Tonight we open the second production of TimeLine’s 21st Season, Sarah Ruhl’s funny and beautiful In the Next Room or the vibrator play.
We couldn’t be happier to have Sarah’s work on our stage, at long last, after years admiring her artistry.
I admit, however, that I came later to the party than I should have.
Back in 1999, soon after I became Artistic Director of TimeLine, we had just gotten the keys to our new home on Wellington Avenue. Working feverishly around the clock, our small team had about a month to get the theatre ready for Gaslight, our first show in the space, while also rehearsing and working other day jobs.
In the midst of all this, a wonderful actress appearing in Gaslight, whom I had only recently met, mentioned that her daughter was pursuing an MFA in playwriting. Perhaps I could read one of her plays, she wondered? And she graciously presented me with a script.
I now have the cruel benefit of hindsight, looking back at my overwhelmed younger self, who had much yet to learn. To say that I now regret not giving that script the attention it richly deserved would be the ultimate understatement.
The actress in the story is Kathy Ruhl, and the script she gave me was an early draft of Sarah’s remarkable Passion Play.
18 years later, I still have that script in my office, as a reminder to always have open eyes, ears, and time for the next astonishing talent, who can appear anywhere, recommended by anyone.
Happily for the American theatre, there were plenty of others in Chicago and beyond who immediately noticed and championed Sarah’s skill, catapulting her to international acclaim, a MacArthur Foundation Fellowship, and a slew of other deserved awards and accolades.
Our Company read In the Next Room or the vibrator play in 2009, and we were blown away by how smart, hilarious, and insightful it is. It was no surprise that it became a finalist for the Pulitzer Prize and a Tony Award nominee for Best Play. We tipped our hat to our friends at Victory Gardens Theater when they snagged the rights for its Chicago premiere, while I still hung my head in shame for my folly a decade earlier.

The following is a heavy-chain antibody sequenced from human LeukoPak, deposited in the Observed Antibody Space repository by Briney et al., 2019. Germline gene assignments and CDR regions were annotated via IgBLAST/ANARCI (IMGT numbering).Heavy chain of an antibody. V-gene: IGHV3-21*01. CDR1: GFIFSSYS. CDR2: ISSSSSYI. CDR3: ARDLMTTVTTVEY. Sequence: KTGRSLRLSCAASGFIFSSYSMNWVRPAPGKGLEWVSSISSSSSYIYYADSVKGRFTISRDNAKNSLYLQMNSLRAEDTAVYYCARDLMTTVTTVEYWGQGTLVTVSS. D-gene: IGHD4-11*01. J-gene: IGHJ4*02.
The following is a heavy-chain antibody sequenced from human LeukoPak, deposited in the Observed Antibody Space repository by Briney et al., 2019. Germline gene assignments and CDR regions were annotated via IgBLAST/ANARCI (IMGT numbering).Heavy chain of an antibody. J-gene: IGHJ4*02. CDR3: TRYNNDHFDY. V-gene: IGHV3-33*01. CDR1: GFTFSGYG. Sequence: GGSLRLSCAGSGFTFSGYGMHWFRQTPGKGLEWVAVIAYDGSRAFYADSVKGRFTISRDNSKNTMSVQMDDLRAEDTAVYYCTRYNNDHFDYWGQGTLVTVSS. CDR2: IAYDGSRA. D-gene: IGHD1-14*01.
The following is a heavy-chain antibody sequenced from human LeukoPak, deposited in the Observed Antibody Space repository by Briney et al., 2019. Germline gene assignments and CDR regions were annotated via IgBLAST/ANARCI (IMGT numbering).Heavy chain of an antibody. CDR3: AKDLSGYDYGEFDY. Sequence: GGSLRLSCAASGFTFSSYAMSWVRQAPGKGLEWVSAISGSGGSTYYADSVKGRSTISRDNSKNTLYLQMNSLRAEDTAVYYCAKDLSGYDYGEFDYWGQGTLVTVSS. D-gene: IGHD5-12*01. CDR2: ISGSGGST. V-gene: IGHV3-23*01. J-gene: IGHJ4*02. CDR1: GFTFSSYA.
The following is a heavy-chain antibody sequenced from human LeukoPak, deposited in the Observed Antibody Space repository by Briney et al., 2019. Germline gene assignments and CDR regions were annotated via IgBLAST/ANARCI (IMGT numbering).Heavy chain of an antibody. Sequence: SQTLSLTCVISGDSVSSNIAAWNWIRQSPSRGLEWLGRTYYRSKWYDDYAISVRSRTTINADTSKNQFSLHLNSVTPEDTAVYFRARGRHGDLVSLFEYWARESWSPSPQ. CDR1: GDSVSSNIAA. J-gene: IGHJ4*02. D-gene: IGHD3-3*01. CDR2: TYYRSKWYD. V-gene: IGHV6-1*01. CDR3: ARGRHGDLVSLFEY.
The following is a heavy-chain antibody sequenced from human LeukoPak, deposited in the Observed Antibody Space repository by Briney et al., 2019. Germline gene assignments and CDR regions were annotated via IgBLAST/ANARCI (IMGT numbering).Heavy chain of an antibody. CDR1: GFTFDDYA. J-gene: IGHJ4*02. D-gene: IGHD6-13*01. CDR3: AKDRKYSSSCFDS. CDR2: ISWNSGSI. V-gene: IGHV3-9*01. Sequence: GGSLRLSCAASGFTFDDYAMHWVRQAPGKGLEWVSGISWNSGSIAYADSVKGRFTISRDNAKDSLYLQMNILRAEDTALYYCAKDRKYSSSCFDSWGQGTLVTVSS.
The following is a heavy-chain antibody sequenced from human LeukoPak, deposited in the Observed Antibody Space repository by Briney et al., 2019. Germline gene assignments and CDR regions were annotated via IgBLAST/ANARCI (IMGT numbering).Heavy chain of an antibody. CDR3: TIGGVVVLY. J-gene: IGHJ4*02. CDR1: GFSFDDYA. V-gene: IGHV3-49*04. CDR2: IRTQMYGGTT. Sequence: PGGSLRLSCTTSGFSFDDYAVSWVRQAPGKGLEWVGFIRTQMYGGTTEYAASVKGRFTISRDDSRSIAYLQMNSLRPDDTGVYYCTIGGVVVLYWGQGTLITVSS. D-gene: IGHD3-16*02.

But sometimes there are such things as second chances.
Last year, TimeLine Company Member Mechelle Moe proposed that we look at the play anew for a special staged reading we were planning in collaboration with The Chicago Inclusion Project. Launched by Emjoy Gavino, TCIP’s play reading series features contemporary classics presented by a diverse group of actors in roles for which they might not traditionally have been considered—pointing out that default assumptions are too often made about a character’s race, gender identity, or physical ability, when not specifically stipulated in the script. The Inclusion Project shines a light on these presumptions and blind spots. To learn more about their work, visit thechicagoinclusionproject.org.
Enthusiastically supported by Sarah, our August 2016 reading of In the Next Room… made clear not only that the play was well-served by a more inclusive approach to casting, but also demonstrated just how much this play has to say.
Through the lens of today, the play’s humor remains abundant, as does its insight into liberation and progress. It illuminates not only the struggles of the play’s Victorian setting, but the ways our society has regressed since the play premiered eight years ago.
I and this production owe gratitude to a host of remarkable, progressive, and inspiring women. Particularly to Mechelle and Emjoy, for leading us back, with fresh eyes, to this play at a time when it needs to be seen once again. And to Sarah and Kathy, for years of generosity to TimeLine—even forgiving the cloudy vision 18 years ago of a guy who failed to see something extraordinary, right in front of him.
And to you, for joining us in the next room …